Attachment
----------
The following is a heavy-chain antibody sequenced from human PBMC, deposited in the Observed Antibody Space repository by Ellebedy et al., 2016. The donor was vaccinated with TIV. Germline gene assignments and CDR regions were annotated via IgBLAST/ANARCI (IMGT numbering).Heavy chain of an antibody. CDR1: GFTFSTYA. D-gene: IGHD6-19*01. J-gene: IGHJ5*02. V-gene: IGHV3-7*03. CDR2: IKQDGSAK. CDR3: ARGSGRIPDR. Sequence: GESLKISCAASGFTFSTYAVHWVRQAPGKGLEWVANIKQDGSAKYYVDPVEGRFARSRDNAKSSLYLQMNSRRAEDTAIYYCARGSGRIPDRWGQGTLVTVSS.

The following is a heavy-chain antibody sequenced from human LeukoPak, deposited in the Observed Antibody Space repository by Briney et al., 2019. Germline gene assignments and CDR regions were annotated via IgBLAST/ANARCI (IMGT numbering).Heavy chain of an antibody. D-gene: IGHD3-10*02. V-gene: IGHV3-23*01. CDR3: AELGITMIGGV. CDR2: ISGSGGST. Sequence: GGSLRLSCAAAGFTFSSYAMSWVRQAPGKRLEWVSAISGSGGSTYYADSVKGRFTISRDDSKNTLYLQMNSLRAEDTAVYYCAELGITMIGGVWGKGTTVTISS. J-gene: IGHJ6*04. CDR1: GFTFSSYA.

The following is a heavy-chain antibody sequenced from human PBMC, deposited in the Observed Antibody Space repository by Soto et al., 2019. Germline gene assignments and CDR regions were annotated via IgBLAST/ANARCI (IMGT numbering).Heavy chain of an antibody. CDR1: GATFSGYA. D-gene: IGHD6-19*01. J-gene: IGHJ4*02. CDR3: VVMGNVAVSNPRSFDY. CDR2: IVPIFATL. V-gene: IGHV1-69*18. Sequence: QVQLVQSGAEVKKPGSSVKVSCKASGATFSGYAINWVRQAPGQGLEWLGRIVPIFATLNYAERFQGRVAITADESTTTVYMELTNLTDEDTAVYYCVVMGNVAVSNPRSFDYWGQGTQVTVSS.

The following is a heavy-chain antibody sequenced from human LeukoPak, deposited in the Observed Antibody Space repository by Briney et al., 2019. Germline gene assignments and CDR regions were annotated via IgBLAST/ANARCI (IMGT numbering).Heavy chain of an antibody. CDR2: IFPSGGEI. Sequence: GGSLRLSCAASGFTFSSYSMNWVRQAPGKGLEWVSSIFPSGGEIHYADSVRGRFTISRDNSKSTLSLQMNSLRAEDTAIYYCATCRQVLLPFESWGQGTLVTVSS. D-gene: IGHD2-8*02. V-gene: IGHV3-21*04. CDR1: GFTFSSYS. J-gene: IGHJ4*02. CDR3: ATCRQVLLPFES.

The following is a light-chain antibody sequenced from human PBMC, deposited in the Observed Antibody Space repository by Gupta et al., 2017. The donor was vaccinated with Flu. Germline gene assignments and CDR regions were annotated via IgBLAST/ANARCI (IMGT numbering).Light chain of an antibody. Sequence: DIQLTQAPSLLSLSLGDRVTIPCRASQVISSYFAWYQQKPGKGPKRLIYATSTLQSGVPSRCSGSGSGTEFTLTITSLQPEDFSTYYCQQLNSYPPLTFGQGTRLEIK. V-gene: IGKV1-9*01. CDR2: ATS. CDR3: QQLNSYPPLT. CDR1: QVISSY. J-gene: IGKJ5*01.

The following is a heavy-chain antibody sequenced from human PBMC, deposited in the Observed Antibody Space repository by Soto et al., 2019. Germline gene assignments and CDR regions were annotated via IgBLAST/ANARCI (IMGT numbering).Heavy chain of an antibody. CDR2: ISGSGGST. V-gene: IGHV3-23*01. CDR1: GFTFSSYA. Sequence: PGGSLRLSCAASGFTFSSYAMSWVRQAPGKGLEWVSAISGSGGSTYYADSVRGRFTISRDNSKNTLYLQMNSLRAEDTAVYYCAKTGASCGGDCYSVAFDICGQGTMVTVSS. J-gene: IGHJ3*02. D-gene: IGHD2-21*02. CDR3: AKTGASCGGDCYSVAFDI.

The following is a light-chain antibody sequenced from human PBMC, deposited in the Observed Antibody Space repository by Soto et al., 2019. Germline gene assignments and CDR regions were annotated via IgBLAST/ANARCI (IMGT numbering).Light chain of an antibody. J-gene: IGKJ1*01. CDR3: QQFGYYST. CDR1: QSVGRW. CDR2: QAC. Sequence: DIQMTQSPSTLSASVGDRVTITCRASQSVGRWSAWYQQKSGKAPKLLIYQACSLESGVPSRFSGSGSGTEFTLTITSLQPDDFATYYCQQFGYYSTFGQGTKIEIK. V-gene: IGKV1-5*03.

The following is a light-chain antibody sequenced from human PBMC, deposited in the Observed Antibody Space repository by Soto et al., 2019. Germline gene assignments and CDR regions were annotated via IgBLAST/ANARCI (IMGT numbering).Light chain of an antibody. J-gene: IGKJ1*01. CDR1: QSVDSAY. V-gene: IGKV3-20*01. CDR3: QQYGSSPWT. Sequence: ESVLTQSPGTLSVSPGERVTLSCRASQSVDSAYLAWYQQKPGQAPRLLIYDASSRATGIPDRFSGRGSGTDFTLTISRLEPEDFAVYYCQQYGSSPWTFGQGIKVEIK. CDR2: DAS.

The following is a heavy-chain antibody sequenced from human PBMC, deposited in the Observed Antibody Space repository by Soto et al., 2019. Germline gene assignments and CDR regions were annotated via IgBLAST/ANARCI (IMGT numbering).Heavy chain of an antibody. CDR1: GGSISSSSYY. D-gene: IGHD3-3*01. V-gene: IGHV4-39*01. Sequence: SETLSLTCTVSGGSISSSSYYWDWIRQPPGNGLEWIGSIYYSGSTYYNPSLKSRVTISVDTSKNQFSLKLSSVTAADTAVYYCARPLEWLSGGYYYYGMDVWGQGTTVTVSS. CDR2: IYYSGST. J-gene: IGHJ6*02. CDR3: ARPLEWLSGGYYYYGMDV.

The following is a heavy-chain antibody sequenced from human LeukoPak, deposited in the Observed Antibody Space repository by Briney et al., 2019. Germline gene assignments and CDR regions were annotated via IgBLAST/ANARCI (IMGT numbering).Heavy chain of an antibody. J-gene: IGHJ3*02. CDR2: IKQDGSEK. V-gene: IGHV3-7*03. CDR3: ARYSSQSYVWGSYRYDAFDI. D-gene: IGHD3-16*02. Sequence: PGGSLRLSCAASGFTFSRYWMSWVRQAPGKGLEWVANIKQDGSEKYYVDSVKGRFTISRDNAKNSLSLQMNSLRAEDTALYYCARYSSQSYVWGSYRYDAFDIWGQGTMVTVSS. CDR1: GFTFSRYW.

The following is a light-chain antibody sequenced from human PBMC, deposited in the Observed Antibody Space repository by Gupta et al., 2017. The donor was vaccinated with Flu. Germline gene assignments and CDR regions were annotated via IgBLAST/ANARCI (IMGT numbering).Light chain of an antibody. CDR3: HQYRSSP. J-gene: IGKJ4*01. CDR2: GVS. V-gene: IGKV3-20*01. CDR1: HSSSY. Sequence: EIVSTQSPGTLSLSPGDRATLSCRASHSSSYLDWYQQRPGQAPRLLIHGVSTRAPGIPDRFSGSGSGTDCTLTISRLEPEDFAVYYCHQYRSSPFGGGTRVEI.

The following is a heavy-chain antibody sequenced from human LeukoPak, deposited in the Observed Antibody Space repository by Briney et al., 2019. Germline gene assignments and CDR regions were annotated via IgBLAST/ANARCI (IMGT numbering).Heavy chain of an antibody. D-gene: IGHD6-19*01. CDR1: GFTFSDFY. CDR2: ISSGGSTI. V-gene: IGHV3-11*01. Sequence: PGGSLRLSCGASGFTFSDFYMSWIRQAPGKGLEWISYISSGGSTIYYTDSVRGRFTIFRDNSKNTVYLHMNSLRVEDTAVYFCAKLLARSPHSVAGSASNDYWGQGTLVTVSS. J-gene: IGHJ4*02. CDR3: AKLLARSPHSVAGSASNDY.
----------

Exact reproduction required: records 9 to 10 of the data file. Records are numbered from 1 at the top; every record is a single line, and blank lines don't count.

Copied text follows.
The following is a heavy-chain antibody sequenced from human PBMC, deposited in the Observed Antibody Space repository by Soto et al., 2019. Germline gene assignments and CDR regions were annotated via IgBLAST/ANARCI (IMGT numbering).Heavy chain of an antibody. CDR1: GGSISSSSYY. D-gene: IGHD3-3*01. V-gene: IGHV4-39*01. Sequence: SETLSLTCTVSGGSISSSSYYWDWIRQPPGNGLEWIGSIYYSGSTYYNPSLKSRVTISVDTSKNQFSLKLSSVTAADTAVYYCARPLEWLSGGYYYYGMDVWGQGTTVTVSS. CDR2: IYYSGST. J-gene: IGHJ6*02. CDR3: ARPLEWLSGGYYYYGMDV.

The following is a heavy-chain antibody sequenced from human LeukoPak, deposited in the Observed Antibody Space repository by Briney et al., 2019. Germline gene assignments and CDR regions were annotated via IgBLAST/ANARCI (IMGT numbering).Heavy chain of an antibody. J-gene: IGHJ3*02. CDR2: IKQDGSEK. V-gene: IGHV3-7*03. CDR3: ARYSSQSYVWGSYRYDAFDI. D-gene: IGHD3-16*02. Sequence: PGGSLRLSCAASGFTFSRYWMSWVRQAPGKGLEWVANIKQDGSEKYYVDSVKGRFTISRDNAKNSLSLQMNSLRAEDTALYYCARYSSQSYVWGSYRYDAFDIWGQGTMVTVSS. CDR1: GFTFSRYW.